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COLUMN RIGHT : Vigilantes String Up the Marlboro Man : Two anti-cigarette decisions make a mockery of fair play.

August 19, 1990|BRUCE FEIN and EDWIN MEESE III | Bruce Fein is a constitutional scholar in Washington. Former Atty. Gen. Edwin Meese III is a Distinguished Fellow of the Heritage Foundation

Last month, the New Jersey Supreme Court joined California lawmakers in cutting its legal conscience to fit contemporary anti-cigarette fashions. In Dewey vs. Brown & Williamson Tobacco Co., New Jersey's highest tribunal held that cigarette companies could be answerable in damages under state law based on health warnings that satisfied federal law and on the defective design of cigarettes. In 1989, California inaugurated a broadcast crusade against tobacco manufacturers portraying their executives and smokers as morally akin to Saddam Hussein. Both demarches illustrate mob justice and undermine the arch of civilized government.

The Dewey case displayed judicial prejudice at its worst. Wilfred Dewey smoked cigarettes for four decades before his 1980 death stemming from lung cancer. His smoking continued after legions of federal trumpeters had sounded clarion calls of warning.

In 1964, the U.S. surgeon general issued a much ballyhooed report finding correlations between smoking and lung cancer, chronic bronchitis, emphysema, cardiovascular disease and cancer of the larynx. The following year, Congress enacted the Federal Cigarette Labeling and Advertising Act.

It required cigarette packages to warn that: "The Surgeon General Has Determined That Cigarette Smoking May Be Dangerous To Your Health." In 1970, the warning was made more definitive. The Federal Trade Commission issued companion rules regulating cigarette advertising.

Despite these unambiguous and omnipresent health warnings, Dewey chose to smoke in lieu of a more puritanical existence. He never protested that the pleasures he derived from cigarettes were not worth their health risks, and thus lacked any legitimate cause for complaint.

His widow, nevertheless, sued tobacco companies for damages on behalf of herself and her husband's estate. Resting on state tort law, the complaint charged the defendants with negligence in failing to adequately warn smokers of health hazards, and with strict liability for defectively designing cigarettes.

Addressing the first claim, the New Jersey Supreme Court parted company with contrary holdings by five federal appellate courts and its sister state court in Minnesota. This galaxy of wisdom had concluded that the federal Cigarette Act preempted state law damage claims based on inadequate warnings.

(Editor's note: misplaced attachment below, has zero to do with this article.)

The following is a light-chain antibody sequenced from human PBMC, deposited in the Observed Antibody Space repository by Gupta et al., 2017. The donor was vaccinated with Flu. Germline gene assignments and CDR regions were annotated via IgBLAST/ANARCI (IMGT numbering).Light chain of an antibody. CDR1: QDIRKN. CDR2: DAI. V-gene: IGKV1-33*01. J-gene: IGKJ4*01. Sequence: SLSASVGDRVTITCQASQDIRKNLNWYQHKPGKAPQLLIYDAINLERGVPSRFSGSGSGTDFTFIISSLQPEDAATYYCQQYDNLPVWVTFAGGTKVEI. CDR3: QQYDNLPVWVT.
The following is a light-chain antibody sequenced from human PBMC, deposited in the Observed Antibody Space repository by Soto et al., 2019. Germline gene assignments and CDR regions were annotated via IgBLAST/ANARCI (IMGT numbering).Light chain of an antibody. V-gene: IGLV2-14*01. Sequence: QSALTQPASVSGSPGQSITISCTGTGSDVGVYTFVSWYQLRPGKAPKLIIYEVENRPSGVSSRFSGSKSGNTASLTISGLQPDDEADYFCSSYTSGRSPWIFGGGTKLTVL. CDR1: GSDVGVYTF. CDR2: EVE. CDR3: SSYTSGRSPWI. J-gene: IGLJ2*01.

The express purposes of the federal law fortify these holdings: adequate cigarette health warnings and preservation of national cigarette markets. The first postulates that compliance with federal warning rules are adequate to inform the public. It is at war with any state rule authorizing damages by second-guessing of warning adequacy.

Further, it ignores commercial reality to insist that the second purpose would be undisturbed by acrophobic state liability risks based on inadequate labeling. They would compel tobacco manufacturers to atomize and tailor sales and promotions to fit disparate state tort laws.

The New Jersey Supreme Court, nevertheless, held that cigarette companies could be liable for damages by failing to volunteer more warnings than federal law stipulated. It also concluded that state law would make cigarette companies liable for injuries caused by smoking if a jury determines that a different cigarette design might have reduced health risks without impairing consumer utility.

But a design defect claim is a euphemism for vigilante justice. How do tobacco companies prove the utility of smoking? Do they call smokers to testify to the sensual, psychological or emotional benefits derived from cigarettes? How does a jury assign them a dollar value? Is the average utility to smokers the pertinent calculation, or the utility to deceased smokers whose deaths precipitated the lawsuits? How do manufacturers prove that altering the ingredients of cigarettes to reduce health risks would reduce consumer pleasures? Must they conduct expensive marketing experiments and user surveys? Must they prove that different ingredients would cause a substantial profit loss?

These questions corroborate that the Dewey ruling empowers juries to hold manufacturers liable for defective cigarette design by whim or enmity.

In 1989, California levied a 25-cent cigarette tax to fund a frenzied broadcast campaign against tobacco companies. The state-subsidized polemics mock elemental fairness and First Amendment principles because U.S. law prohibits cigarette companies from responding on the airwaves.

Genuine justice requires evenhanded protection of both the honorable and the hated. Anti-cigarette laws in New Jersey and California flunk the test.

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